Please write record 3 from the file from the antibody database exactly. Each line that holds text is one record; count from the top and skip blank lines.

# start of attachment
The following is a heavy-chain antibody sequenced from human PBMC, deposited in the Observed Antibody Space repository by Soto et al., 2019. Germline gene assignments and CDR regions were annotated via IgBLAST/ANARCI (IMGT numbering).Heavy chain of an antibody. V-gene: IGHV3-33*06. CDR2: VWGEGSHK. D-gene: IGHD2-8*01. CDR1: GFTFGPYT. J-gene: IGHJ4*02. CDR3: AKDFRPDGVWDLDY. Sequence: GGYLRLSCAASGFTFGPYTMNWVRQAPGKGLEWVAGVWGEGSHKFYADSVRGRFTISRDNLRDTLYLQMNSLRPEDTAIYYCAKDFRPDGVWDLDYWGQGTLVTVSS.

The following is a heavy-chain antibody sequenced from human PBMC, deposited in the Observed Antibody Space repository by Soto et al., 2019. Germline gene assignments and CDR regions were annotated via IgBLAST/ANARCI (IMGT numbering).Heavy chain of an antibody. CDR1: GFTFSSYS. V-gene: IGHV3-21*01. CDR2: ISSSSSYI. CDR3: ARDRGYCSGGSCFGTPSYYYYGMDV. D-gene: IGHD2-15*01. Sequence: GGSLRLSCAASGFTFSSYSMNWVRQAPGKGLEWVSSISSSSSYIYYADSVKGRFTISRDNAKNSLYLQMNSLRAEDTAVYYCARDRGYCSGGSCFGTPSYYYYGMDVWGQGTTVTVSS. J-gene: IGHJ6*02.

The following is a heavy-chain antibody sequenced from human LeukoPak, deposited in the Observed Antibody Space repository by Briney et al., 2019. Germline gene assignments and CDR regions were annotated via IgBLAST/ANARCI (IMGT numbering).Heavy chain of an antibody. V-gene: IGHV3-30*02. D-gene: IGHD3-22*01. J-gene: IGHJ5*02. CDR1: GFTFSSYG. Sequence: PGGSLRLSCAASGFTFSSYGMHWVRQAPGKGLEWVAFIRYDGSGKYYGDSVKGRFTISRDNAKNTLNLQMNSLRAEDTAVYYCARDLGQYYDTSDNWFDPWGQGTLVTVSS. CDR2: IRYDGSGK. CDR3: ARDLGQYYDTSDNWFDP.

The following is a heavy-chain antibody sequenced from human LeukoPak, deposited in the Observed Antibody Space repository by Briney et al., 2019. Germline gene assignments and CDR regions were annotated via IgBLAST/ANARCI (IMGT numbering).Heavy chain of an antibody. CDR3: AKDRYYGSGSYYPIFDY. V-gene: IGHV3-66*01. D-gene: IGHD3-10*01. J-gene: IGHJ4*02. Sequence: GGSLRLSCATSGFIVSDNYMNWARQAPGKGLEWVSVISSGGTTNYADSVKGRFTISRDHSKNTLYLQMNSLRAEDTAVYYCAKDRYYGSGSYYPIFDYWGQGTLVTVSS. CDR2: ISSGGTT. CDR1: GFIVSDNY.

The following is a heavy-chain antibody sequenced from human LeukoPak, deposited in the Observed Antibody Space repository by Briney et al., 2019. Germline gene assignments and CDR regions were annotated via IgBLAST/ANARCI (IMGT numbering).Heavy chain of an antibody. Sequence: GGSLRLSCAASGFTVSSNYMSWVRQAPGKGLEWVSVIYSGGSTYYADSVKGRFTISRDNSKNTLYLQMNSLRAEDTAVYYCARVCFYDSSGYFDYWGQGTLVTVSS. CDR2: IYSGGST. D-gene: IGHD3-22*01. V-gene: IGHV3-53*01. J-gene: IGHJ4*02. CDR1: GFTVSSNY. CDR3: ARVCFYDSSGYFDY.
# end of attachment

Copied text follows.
The following is a heavy-chain antibody sequenced from human LeukoPak, deposited in the Observed Antibody Space repository by Briney et al., 2019. Germline gene assignments and CDR regions were annotated via IgBLAST/ANARCI (IMGT numbering).Heavy chain of an antibody. V-gene: IGHV3-30*02. D-gene: IGHD3-22*01. J-gene: IGHJ5*02. CDR1: GFTFSSYG. Sequence: PGGSLRLSCAASGFTFSSYGMHWVRQAPGKGLEWVAFIRYDGSGKYYGDSVKGRFTISRDNAKNTLNLQMNSLRAEDTAVYYCARDLGQYYDTSDNWFDPWGQGTLVTVSS. CDR2: IRYDGSGK. CDR3: ARDLGQYYDTSDNWFDP.